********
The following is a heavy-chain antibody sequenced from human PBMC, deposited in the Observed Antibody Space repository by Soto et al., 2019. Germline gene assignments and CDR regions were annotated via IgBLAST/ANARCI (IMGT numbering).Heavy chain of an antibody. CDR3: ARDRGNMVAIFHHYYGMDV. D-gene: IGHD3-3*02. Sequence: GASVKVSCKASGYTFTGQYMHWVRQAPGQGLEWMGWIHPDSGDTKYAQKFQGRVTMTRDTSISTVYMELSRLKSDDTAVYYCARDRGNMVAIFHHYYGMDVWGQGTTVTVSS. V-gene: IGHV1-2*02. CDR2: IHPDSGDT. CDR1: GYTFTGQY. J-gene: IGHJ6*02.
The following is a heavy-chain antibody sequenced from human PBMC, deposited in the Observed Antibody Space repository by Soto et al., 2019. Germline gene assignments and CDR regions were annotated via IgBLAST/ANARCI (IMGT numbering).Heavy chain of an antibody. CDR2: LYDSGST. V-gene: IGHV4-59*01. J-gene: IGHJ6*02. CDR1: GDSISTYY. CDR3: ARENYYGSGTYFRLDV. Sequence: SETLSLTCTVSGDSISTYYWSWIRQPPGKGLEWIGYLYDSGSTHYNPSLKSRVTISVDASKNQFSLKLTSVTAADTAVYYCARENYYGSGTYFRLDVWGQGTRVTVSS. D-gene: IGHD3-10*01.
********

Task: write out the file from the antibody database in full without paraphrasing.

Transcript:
The following is a heavy-chain antibody sequenced from human PBMC, deposited in the Observed Antibody Space repository by Soto et al., 2019. Germline gene assignments and CDR regions were annotated via IgBLAST/ANARCI (IMGT numbering).Heavy chain of an antibody. CDR3: ARDRGNMVAIFHHYYGMDV. D-gene: IGHD3-3*02. Sequence: GASVKVSCKASGYTFTGQYMHWVRQAPGQGLEWMGWIHPDSGDTKYAQKFQGRVTMTRDTSISTVYMELSRLKSDDTAVYYCARDRGNMVAIFHHYYGMDVWGQGTTVTVSS. V-gene: IGHV1-2*02. CDR2: IHPDSGDT. CDR1: GYTFTGQY. J-gene: IGHJ6*02.
The following is a heavy-chain antibody sequenced from human PBMC, deposited in the Observed Antibody Space repository by Soto et al., 2019. Germline gene assignments and CDR regions were annotated via IgBLAST/ANARCI (IMGT numbering).Heavy chain of an antibody. CDR2: LYDSGST. V-gene: IGHV4-59*01. J-gene: IGHJ6*02. CDR1: GDSISTYY. CDR3: ARENYYGSGTYFRLDV. Sequence: SETLSLTCTVSGDSISTYYWSWIRQPPGKGLEWIGYLYDSGSTHYNPSLKSRVTISVDASKNQFSLKLTSVTAADTAVYYCARENYYGSGTYFRLDVWGQGTRVTVSS. D-gene: IGHD3-10*01.